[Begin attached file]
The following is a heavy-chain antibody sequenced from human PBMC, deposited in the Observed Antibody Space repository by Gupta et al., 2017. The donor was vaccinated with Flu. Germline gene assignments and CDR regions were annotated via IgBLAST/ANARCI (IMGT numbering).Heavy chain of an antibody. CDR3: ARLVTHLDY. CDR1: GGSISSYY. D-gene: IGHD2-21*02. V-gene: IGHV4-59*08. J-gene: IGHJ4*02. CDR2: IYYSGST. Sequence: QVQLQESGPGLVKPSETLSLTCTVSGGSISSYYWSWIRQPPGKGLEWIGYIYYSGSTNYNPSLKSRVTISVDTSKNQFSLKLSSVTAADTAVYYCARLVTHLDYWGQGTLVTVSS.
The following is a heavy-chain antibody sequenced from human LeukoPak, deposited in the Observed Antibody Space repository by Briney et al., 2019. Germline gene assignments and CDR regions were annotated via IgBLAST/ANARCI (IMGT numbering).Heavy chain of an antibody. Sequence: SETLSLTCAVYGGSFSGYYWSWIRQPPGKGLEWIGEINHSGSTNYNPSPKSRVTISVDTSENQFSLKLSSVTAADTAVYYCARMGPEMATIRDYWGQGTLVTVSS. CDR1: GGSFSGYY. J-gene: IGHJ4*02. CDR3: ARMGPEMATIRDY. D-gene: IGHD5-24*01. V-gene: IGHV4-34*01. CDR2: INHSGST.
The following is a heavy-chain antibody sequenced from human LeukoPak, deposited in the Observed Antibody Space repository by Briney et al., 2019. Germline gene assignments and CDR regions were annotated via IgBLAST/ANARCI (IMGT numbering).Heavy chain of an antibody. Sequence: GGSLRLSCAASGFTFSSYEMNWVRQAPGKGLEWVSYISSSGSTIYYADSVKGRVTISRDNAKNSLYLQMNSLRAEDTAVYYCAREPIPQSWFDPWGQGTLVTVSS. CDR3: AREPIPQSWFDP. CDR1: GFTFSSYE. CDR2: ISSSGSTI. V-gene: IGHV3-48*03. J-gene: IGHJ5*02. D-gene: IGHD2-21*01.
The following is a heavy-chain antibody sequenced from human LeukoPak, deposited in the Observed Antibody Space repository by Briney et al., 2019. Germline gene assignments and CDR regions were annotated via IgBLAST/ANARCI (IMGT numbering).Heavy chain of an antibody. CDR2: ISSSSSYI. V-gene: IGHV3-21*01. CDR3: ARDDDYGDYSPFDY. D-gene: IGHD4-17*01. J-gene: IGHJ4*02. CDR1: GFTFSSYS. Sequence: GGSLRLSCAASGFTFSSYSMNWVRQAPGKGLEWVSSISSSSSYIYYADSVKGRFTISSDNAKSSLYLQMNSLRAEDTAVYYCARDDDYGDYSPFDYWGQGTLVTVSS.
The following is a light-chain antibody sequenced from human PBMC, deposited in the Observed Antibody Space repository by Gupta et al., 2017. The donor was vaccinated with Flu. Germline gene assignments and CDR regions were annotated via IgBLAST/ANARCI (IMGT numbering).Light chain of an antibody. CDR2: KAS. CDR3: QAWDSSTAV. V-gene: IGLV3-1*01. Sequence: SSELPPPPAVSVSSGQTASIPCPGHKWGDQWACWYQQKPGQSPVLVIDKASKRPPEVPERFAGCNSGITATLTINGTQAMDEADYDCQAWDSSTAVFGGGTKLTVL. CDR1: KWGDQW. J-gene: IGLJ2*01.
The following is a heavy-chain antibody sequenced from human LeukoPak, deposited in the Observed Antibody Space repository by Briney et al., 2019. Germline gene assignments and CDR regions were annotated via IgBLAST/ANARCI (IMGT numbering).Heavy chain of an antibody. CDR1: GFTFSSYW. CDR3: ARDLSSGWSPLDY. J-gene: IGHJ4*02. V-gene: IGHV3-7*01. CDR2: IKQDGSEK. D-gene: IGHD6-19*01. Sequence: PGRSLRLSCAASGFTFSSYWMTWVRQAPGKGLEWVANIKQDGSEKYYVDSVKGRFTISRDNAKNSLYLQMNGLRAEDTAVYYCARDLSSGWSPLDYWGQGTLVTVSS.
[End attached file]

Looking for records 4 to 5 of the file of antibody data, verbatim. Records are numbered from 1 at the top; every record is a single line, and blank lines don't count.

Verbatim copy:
The following is a heavy-chain antibody sequenced from human LeukoPak, deposited in the Observed Antibody Space repository by Briney et al., 2019. Germline gene assignments and CDR regions were annotated via IgBLAST/ANARCI (IMGT numbering).Heavy chain of an antibody. CDR2: ISSSSSYI. V-gene: IGHV3-21*01. CDR3: ARDDDYGDYSPFDY. D-gene: IGHD4-17*01. J-gene: IGHJ4*02. CDR1: GFTFSSYS. Sequence: GGSLRLSCAASGFTFSSYSMNWVRQAPGKGLEWVSSISSSSSYIYYADSVKGRFTISSDNAKSSLYLQMNSLRAEDTAVYYCARDDDYGDYSPFDYWGQGTLVTVSS.
The following is a light-chain antibody sequenced from human PBMC, deposited in the Observed Antibody Space repository by Gupta et al., 2017. The donor was vaccinated with Flu. Germline gene assignments and CDR regions were annotated via IgBLAST/ANARCI (IMGT numbering).Light chain of an antibody. CDR2: KAS. CDR3: QAWDSSTAV. V-gene: IGLV3-1*01. Sequence: SSELPPPPAVSVSSGQTASIPCPGHKWGDQWACWYQQKPGQSPVLVIDKASKRPPEVPERFAGCNSGITATLTINGTQAMDEADYDCQAWDSSTAVFGGGTKLTVL. CDR1: KWGDQW. J-gene: IGLJ2*01.